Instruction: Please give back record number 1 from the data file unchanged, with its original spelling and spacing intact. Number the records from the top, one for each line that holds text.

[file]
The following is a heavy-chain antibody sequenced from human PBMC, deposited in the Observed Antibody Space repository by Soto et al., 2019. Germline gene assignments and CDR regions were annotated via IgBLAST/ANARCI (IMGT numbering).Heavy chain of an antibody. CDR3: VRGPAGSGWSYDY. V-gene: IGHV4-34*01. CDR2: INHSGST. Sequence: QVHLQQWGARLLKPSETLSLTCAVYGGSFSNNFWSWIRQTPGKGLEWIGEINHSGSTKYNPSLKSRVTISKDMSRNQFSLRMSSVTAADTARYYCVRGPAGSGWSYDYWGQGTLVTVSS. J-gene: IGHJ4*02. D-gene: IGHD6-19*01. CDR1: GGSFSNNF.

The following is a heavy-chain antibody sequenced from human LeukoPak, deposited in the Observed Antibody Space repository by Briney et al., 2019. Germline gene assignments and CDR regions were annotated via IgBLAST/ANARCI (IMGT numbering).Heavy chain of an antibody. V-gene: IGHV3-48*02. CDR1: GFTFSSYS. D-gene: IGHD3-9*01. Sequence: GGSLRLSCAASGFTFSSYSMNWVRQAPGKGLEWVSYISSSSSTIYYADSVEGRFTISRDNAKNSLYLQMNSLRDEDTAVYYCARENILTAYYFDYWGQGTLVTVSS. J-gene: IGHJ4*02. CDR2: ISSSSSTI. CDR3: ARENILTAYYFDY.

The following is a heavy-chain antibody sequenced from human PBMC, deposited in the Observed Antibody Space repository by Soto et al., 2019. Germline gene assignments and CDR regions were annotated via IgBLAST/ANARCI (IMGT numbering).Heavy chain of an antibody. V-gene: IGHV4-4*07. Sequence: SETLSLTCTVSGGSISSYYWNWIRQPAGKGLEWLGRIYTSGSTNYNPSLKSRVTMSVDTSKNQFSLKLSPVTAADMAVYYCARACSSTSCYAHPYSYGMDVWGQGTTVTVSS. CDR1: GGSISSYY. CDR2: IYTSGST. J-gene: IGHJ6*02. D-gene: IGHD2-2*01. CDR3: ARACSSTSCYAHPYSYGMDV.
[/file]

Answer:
The following is a heavy-chain antibody sequenced from human PBMC, deposited in the Observed Antibody Space repository by Soto et al., 2019. Germline gene assignments and CDR regions were annotated via IgBLAST/ANARCI (IMGT numbering).Heavy chain of an antibody. CDR3: VRGPAGSGWSYDY. V-gene: IGHV4-34*01. CDR2: INHSGST. Sequence: QVHLQQWGARLLKPSETLSLTCAVYGGSFSNNFWSWIRQTPGKGLEWIGEINHSGSTKYNPSLKSRVTISKDMSRNQFSLRMSSVTAADTARYYCVRGPAGSGWSYDYWGQGTLVTVSS. J-gene: IGHJ4*02. D-gene: IGHD6-19*01. CDR1: GGSFSNNF.